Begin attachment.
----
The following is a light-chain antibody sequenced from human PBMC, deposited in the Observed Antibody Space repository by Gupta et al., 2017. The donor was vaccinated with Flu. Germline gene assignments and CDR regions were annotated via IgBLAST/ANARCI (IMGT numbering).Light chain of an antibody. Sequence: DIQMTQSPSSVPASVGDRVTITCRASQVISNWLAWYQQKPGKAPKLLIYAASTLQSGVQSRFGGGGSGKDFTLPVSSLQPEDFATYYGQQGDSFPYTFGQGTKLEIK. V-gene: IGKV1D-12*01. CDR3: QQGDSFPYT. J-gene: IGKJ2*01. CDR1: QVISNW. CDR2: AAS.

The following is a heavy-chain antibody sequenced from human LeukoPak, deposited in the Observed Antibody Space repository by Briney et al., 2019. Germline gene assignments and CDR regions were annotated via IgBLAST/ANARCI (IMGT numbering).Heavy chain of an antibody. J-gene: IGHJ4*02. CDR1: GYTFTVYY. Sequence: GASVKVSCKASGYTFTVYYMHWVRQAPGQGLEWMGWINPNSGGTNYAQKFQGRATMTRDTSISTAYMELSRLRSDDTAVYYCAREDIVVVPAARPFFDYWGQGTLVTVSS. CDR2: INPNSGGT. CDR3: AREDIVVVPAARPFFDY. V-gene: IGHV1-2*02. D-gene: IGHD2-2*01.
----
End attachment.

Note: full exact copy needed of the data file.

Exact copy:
The following is a light-chain antibody sequenced from human PBMC, deposited in the Observed Antibody Space repository by Gupta et al., 2017. The donor was vaccinated with Flu. Germline gene assignments and CDR regions were annotated via IgBLAST/ANARCI (IMGT numbering).Light chain of an antibody. Sequence: DIQMTQSPSSVPASVGDRVTITCRASQVISNWLAWYQQKPGKAPKLLIYAASTLQSGVQSRFGGGGSGKDFTLPVSSLQPEDFATYYGQQGDSFPYTFGQGTKLEIK. V-gene: IGKV1D-12*01. CDR3: QQGDSFPYT. J-gene: IGKJ2*01. CDR1: QVISNW. CDR2: AAS.

The following is a heavy-chain antibody sequenced from human LeukoPak, deposited in the Observed Antibody Space repository by Briney et al., 2019. Germline gene assignments and CDR regions were annotated via IgBLAST/ANARCI (IMGT numbering).Heavy chain of an antibody. J-gene: IGHJ4*02. CDR1: GYTFTVYY. Sequence: GASVKVSCKASGYTFTVYYMHWVRQAPGQGLEWMGWINPNSGGTNYAQKFQGRATMTRDTSISTAYMELSRLRSDDTAVYYCAREDIVVVPAARPFFDYWGQGTLVTVSS. CDR2: INPNSGGT. CDR3: AREDIVVVPAARPFFDY. V-gene: IGHV1-2*02. D-gene: IGHD2-2*01.